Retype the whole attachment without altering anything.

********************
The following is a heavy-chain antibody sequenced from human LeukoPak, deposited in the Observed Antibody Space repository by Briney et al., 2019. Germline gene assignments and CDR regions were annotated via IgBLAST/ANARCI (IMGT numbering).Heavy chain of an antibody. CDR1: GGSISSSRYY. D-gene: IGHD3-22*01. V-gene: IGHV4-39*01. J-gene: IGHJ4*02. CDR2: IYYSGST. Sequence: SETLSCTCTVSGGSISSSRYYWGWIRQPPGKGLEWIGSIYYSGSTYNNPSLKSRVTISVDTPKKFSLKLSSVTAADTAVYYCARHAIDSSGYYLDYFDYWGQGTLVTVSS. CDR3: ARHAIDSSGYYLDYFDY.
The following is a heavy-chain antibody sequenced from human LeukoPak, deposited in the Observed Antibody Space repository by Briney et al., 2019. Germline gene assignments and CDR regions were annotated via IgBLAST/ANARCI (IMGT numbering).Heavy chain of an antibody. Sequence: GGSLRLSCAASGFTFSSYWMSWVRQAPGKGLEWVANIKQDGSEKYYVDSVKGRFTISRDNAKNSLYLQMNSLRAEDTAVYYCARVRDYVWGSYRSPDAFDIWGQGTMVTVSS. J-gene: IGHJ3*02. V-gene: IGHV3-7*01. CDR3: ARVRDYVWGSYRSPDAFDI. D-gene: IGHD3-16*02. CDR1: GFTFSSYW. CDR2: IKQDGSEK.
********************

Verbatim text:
The following is a heavy-chain antibody sequenced from human LeukoPak, deposited in the Observed Antibody Space repository by Briney et al., 2019. Germline gene assignments and CDR regions were annotated via IgBLAST/ANARCI (IMGT numbering).Heavy chain of an antibody. CDR1: GGSISSSRYY. D-gene: IGHD3-22*01. V-gene: IGHV4-39*01. J-gene: IGHJ4*02. CDR2: IYYSGST. Sequence: SETLSCTCTVSGGSISSSRYYWGWIRQPPGKGLEWIGSIYYSGSTYNNPSLKSRVTISVDTPKKFSLKLSSVTAADTAVYYCARHAIDSSGYYLDYFDYWGQGTLVTVSS. CDR3: ARHAIDSSGYYLDYFDY.
The following is a heavy-chain antibody sequenced from human LeukoPak, deposited in the Observed Antibody Space repository by Briney et al., 2019. Germline gene assignments and CDR regions were annotated via IgBLAST/ANARCI (IMGT numbering).Heavy chain of an antibody. Sequence: GGSLRLSCAASGFTFSSYWMSWVRQAPGKGLEWVANIKQDGSEKYYVDSVKGRFTISRDNAKNSLYLQMNSLRAEDTAVYYCARVRDYVWGSYRSPDAFDIWGQGTMVTVSS. J-gene: IGHJ3*02. V-gene: IGHV3-7*01. CDR3: ARVRDYVWGSYRSPDAFDI. D-gene: IGHD3-16*02. CDR1: GFTFSSYW. CDR2: IKQDGSEK.